How thoughts and actions influence the way you feel
That’s not all – because behaviors, or actions, also play a key role in your feelings. Here’s how it works. When an event occurs, you have thoughts that create your perception of that event. That perception creates your feelings or emotions. Actions are a consequence of those feelings or emotions. But there’s a twist – because actions also impact emotions, creating a cycle in which both actions and perceptions influence feelings.
Let’s look at a real-world example of this process. Event: I changed school systems when I started high school – for the first time, I was going to a school where I didn’t know anyone. Perception: I thought that people who didn’t know about my skin would think I was weird and ugly. Feeling: That perception made me feel uncomfortable. Action: As a result, I was quiet and closed off my first year of high school. The event of starting high school and meeting new people was just that – an event. And it could be different for each person. Yet my perception of how people would react to my skin influenced my feelings and therefore my behavior.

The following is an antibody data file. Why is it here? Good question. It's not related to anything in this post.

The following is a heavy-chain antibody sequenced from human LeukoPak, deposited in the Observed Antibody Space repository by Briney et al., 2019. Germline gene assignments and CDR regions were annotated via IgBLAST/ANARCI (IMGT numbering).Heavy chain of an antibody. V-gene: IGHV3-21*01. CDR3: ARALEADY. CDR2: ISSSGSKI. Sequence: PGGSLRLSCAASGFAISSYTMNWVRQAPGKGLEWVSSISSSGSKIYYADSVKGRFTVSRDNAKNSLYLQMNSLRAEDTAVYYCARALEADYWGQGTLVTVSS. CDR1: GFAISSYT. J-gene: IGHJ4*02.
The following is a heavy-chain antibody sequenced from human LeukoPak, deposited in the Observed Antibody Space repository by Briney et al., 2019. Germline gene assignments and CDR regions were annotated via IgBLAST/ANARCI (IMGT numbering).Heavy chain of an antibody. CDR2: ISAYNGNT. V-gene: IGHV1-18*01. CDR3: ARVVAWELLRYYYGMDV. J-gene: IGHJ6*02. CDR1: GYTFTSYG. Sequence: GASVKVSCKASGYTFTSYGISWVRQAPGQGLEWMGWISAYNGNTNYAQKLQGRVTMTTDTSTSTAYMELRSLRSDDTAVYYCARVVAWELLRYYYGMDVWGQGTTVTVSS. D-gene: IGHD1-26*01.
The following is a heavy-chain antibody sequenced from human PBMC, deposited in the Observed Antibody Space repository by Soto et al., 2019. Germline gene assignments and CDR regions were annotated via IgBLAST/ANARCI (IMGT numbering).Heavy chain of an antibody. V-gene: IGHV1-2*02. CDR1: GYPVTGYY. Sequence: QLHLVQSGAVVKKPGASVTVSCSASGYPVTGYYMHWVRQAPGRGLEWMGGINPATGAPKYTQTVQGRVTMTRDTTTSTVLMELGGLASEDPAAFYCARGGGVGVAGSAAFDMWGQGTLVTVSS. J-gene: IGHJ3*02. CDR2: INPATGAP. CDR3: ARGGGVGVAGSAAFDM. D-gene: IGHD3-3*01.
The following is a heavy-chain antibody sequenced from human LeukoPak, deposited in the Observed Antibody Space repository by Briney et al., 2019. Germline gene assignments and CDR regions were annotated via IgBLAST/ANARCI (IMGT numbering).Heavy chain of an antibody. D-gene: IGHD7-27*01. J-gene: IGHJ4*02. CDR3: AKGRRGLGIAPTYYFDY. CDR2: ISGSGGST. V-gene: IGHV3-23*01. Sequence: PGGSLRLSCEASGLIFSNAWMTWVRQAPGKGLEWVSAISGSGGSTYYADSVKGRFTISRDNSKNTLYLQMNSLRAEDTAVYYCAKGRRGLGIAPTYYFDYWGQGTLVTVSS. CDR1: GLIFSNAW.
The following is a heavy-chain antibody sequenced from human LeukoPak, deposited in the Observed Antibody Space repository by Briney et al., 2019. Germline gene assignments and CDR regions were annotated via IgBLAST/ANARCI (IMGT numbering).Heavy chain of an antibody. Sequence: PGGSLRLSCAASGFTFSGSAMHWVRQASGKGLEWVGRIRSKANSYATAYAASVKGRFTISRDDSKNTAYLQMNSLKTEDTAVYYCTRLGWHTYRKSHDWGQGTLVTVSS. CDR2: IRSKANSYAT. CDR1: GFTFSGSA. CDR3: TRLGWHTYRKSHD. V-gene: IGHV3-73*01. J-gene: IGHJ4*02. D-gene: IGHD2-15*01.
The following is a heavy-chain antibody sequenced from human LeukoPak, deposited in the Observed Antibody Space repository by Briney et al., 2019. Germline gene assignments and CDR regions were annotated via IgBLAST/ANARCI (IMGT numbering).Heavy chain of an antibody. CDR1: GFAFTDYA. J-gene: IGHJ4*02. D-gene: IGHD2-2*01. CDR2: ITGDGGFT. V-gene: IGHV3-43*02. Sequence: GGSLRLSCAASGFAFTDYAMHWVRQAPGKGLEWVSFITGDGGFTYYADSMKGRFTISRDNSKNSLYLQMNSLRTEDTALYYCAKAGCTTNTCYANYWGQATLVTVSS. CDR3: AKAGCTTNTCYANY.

Now let’s look at how we can use my actions and perceptions to change my feelings. Action: As I moved through high school, I made new friends. Feeling: As a result, I began to feel more valued. Action: In turn, I became more outgoing and open to meeting new people. The action of meeting new people changed my feelings about myself and my skin. Not only that, the positive feeling resulted in a new behavior – one in which I was more friendly and willing to meet people.
What this means for your life with vitiligo
The point is this: The event itself is not the cause of your feelings or your inability to love your life. Living with a skin disease is not the reason why you can’t love your life. Your thoughts, feelings and actions are causing you to be in this space. And while that might be hard to hear, it’s good news. Because while you might not be able to change your skin, you can change your thoughts and actions, and as a result, your feelings.
This is exciting. Are you excited? If you aren’t, you should be – because this means that you already have what it takes to love the skin you’re in. You control your thoughts, feelings and actions. Yes, you can still pursue treatment and use foundation and coverup or do whatever it is you need to feel better about your skin. But you have the greatest tool you need to change your life right here, right now. And you can change your life starting today.
The next question? How. We know it’s possible to love your skin. But how do you use your thoughts and actions to change your feelings about your skin?
We hosted a Facebook Live event to share a simple, four-step model that you can use to put this psychology into practice and change your life. You can watch the video here.
Erika Page is the Founder and Editor of Living Dappled. After getting vitiligo at the age of seven, she lost 100% of her pigment to the condition and today lives with universal vitiligo.